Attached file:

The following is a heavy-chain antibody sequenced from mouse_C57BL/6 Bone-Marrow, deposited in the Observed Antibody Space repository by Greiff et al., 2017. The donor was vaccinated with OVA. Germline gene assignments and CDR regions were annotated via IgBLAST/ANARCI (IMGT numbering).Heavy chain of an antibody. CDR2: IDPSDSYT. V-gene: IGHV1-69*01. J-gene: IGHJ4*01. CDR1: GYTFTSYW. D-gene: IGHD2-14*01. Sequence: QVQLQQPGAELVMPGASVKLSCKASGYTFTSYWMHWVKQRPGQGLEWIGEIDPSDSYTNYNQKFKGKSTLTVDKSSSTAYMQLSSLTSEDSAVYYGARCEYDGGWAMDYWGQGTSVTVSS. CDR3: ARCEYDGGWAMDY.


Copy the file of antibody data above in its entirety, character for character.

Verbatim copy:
The following is a heavy-chain antibody sequenced from mouse_C57BL/6 Bone-Marrow, deposited in the Observed Antibody Space repository by Greiff et al., 2017. The donor was vaccinated with OVA. Germline gene assignments and CDR regions were annotated via IgBLAST/ANARCI (IMGT numbering).Heavy chain of an antibody. CDR2: IDPSDSYT. V-gene: IGHV1-69*01. J-gene: IGHJ4*01. CDR1: GYTFTSYW. D-gene: IGHD2-14*01. Sequence: QVQLQQPGAELVMPGASVKLSCKASGYTFTSYWMHWVKQRPGQGLEWIGEIDPSDSYTNYNQKFKGKSTLTVDKSSSTAYMQLSSLTSEDSAVYYGARCEYDGGWAMDYWGQGTSVTVSS. CDR3: ARCEYDGGWAMDY.